Hong Kong – Financial Secretary, Paul Chan Mo-po, delivered his speech on the Hong Kong Government’s 2019/20 Budget (the “Budget”) today, proposing an array of relief measures amounting to over $42.8 billion, which include funding and tax incentives for sectors such as finance, innovation and technology, healthcare and tourism. The innovation and technology industry is set to develop and create employment opportunities with the goal of bringing tremendous benefits to the Hong Kong economy and improving the liveability of the city.
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William Chan, tax partner at Grant Thornton Hong Kong, said, “Against the backdrop of global economic uncertainties, the Budget pledges financial support and investment to reinforce the city’s economy and enhance the liveability. However, we still have not seen any concrete measures to address the long-overdue call for broadening the tax base in order to ensure fiscal sustainability for future challenges and opportunities. While greater prominence should be given to the housing issues of different social classes, the government should also introduce tax incentives to fully exploit the opportunities arising from the Greater Bay Area Initiative.”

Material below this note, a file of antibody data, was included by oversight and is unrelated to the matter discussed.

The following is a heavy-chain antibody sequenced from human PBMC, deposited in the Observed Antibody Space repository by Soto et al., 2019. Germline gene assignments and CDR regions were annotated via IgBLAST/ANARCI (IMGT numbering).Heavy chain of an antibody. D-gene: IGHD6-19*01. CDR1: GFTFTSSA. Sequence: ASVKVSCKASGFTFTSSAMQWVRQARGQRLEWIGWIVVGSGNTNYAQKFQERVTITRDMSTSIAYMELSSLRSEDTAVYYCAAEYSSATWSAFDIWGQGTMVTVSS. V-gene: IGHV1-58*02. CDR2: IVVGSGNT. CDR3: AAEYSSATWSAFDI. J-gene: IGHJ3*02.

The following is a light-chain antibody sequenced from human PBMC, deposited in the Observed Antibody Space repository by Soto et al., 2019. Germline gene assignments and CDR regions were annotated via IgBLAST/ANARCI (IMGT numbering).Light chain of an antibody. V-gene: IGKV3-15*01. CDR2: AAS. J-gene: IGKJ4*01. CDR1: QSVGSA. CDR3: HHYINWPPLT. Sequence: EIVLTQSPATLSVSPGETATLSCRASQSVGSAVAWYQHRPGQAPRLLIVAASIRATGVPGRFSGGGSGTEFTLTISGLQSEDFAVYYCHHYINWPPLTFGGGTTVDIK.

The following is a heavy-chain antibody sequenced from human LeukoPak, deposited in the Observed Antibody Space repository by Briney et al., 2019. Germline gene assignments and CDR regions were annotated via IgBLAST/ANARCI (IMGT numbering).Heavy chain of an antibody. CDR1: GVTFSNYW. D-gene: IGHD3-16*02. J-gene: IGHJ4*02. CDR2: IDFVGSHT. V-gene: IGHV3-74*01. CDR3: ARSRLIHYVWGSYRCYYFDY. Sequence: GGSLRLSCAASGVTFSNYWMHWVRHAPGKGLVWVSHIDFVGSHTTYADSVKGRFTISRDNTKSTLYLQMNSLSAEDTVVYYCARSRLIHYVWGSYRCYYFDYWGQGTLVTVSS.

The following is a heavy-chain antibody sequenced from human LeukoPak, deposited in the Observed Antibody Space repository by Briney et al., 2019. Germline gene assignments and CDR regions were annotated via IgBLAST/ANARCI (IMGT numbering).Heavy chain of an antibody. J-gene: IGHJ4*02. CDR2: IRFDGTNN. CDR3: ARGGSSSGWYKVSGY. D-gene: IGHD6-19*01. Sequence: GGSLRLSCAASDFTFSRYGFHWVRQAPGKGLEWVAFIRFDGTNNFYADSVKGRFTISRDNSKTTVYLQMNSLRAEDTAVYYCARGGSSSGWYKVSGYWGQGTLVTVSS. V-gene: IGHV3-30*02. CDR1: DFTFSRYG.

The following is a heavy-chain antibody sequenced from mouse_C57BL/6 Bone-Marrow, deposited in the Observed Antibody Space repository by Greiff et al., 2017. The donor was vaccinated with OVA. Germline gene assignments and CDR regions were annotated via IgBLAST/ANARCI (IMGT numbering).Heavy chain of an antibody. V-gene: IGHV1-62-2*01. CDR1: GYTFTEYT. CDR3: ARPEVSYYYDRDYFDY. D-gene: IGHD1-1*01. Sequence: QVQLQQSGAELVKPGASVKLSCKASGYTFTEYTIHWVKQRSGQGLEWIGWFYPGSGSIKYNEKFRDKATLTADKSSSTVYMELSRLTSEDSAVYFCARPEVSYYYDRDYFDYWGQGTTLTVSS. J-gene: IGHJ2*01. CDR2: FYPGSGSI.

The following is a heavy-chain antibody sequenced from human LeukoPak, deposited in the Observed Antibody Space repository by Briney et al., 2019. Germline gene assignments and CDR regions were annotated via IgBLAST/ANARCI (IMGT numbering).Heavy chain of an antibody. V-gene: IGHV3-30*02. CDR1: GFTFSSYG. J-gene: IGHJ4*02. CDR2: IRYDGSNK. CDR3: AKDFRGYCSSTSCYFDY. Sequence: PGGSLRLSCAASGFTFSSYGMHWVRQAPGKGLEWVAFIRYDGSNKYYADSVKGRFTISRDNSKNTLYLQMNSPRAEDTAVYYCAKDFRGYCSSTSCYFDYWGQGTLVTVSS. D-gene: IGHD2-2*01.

Call for a more comprehensive strategy for I&T development
In a bid to attract more technology enterprises and start-ups to set up offices in the city, the Financial Secretary will reserve $5.5 billion for the development of Cyberport 5, thereby creating career opportunities in I&T for young generation. The Budget also plans to launch a $2 billion Re-industrialisation Funding Scheme to subsidise manufacturers to set up smart production lines in Hong Kong. The Financial Secretary also proposes to regularise the Technology Voucher Programme and double the funding ceiling to $400,000. To cultivate local technology talents, the Government will set aside $16 billion to improve R&D-essential facilities in UGC-funded universities and $500 million to support the implementation of the IT Innovation Lab in Secondary Schools Programme.
“We appreciate that the Government takes the initiatives to support I&T development by providing funding and incentives as well as nurturing local technology talents. However, the Budget does not address which area of I&T development, namely biotechnology, artificial intelligence, smart city and Fintech, should be emphasised in a targeted and organised manner. We suggest the Government to take long-term measures such as launching a comprehensive blueprint on I&T development directions”, said Mr Chan.
Supporting the public medical system
In view of the overburden of the public healthcare system, the Budget proposes to set aside additional recurrent funding of over $700 million in order to support the frontline medical officers and rehire retired medical officers. The Government also plans to provide an additional $5 billion for upgrading and acquisition of medical equipment as well as relevant training. To support the Hospital Authority in case of unexpected circumstances, the Government will also earmark $10 billion to establish a public healthcare stabilisation fund.